As unofficial booze ambassadors and educators to the drinking public, cocktail bartenders are privy to some of the best liquor on the market. Beyond pouring the stuff and making drinks with it, they’re often trying new releases before they hit liquor store shelves, and traveling to distilleries and tasting rooms to see how products are made.
It makes sense then that those who are surrounded by booze on a daily basis have a keen eye for the stuff that’s truly special. And with the holidays just around the corner, we’re tapping into that expertise for some spirited gifting inspiration. Our question was simple: What one bottle of booze would you ask Santa for this year?
With responses from some of our favorite star-tenders, we’ve generated a list of rare, odd, pie-in-the-sky items sure to surprise and delight any spirits nerd in your life. From special-cask Japanese whisky and extra-old Scotch to Thai gin and French honey wine, here are some excellent, gift-able bottles to seek out—that is, if you can.
Sofia Present, bartender, Bar Moga (New York)
“I love Don Q Oak Barrel Spiced Rum—it’s such a good sipping rum,” Present says. “It has all the exciting qualities of a spiced rum but with a nice drier finish, which I think would be so perfect for the holidays!” The Puerto Rican rum is aged three to six years, yielding pleasant notes of cinnamon and vanilla that open up to baking spices with sweet caramel from the oak.
Present adds, “I’m usually a cheap date, but of course I’d also like to try Yamazaki Mizunara Japanese Oak Cask 18 Year Old Single Malt. I just don’t know if I have been good enough this year!” With only 1,500 bottles released, this rare whisky showcases the power of Japan’s native mizunara oak when harnessed by Suntory blender Shinji Fukuyo.
Gustavo Martinez, bar manager, Alter (Miami)
In the whiskey world, masters’ collections allow distillers to flex their creativity and experiment with grain recipes, blending, and aging. Released just this year, Woodford Reserve’s Oat Grain Kentucky Bourbon, by master distiller Chris Morris, includes oat in the mix while minimizing the rye content—ideal for an after-dinner sip.
“I’ve had a dram of this spectacular whiskey once before—the second it touched my lips, it was whiskey heaven,” says Martinez. “The Oat Grain Kentucky Bourbon bridges the best of two worlds: Irish whiskey and bourbon.”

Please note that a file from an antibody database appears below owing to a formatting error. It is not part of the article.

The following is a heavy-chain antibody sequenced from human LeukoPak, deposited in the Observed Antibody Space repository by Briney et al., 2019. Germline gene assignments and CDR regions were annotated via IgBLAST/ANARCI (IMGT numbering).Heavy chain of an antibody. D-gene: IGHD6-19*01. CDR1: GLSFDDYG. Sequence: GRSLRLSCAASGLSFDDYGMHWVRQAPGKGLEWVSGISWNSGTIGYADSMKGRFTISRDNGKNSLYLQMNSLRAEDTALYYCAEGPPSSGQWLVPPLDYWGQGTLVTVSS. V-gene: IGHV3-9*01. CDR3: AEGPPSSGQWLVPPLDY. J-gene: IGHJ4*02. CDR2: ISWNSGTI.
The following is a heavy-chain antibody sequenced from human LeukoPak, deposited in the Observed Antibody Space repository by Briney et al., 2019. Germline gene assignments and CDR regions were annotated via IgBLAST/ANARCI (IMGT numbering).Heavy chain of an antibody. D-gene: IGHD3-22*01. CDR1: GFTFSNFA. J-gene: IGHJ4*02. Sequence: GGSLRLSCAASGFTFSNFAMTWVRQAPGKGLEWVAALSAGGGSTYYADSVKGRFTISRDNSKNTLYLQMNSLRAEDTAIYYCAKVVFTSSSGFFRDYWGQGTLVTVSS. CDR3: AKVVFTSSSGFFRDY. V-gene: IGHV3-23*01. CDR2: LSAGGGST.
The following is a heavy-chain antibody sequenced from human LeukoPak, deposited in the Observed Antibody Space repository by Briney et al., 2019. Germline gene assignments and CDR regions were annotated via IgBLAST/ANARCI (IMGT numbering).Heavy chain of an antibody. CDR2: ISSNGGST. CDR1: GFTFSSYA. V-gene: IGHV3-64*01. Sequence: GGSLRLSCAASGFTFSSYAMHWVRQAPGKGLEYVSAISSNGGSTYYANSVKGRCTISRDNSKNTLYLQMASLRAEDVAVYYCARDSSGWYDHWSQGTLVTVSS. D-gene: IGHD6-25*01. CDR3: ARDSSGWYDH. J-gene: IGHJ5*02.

Elon Soddu, head bartender, Beaufort Bar at the Savoy Hotel (London)
“This year, my Christmas present to myself will be a bottle of Bowmore 25 Year Old Whisky,” Soddu says. “I recently tried this amazing spirit when the Beaufort Bar changed the menu and we added a bottle to our shelf. It is absolutely delicious, with the right amount of sweetness and lots of complexity.” This favorite among the small-batch releases from the Islay distillery employs American bourbon and Spanish sherry casks, offering the brand’s characteristic coastal peat smokiness layered with oaky nuttiness.
Davey Jones, bar manager, Millers All Day (Charleston)
Jones says he wishes every year for the acclaimed Midwinter Night’s Dram produced seasonally by Utah distillery High West using their flagship Rendezvous Rye finished in French oak port barrels. “It has such a unique flavor profile and they do a limited run every year,” says Jones. “It makes me think of drinking in front of a fire on a bearskin rug.”
Starting of December in style thanks to @drinkhighwest! If you see a bottle of this on the shelves this is a must buy. Nose | Cinnamon and clove, sugar and gingerbread cookies. Palate | Lots of dark stone fruit coming through; cherry, plum. Thick mouth feel. Finish | Amazing finish. More clove coming through with a hint of blackberries. #Rye #RyeWhiskey #HighWest #HighWestDistillery #MidwintersNightDram #Christmas #Whiskey #Bourbon #ChristmasInACup
A post shared byBourbon Nate (@bourbon_nate) on
Jamie Boudreau, proprietor, Canon (Seattle)
With some 4,000 labels lining the walls of Canon, we knew that owner and spirits guru Jamie Boudreau would have a well-curated selection. “Any of the new Old Fitzgerald releases,” he recommends. “I’m not sure about the availability, as everything is very allocated in Washington, but my understanding is that there will be at least two releases per year (including one right about now), and they will have alternating age statements.”
#OldFitzgerald 2018 release of the #OldFitzgerald9yr and #OldFitzgerald11yr #Bourbon will go very quickly!
A post shared byLiquorfellers (@liquorfellers) on
These new releases reinvigorate the until-recently defunct Old Fitzgerald brand—to the delight of whiskey drinkers across the country. “They’ve brought the brand back with a vengeance: absolutely gorgeous packaging and the liquid inside does great service to the Old Fitz legacy,” explains Boudreau.
Amanda Swanson, tequila-mezcal sommelier, Añejo Tribeca (New York)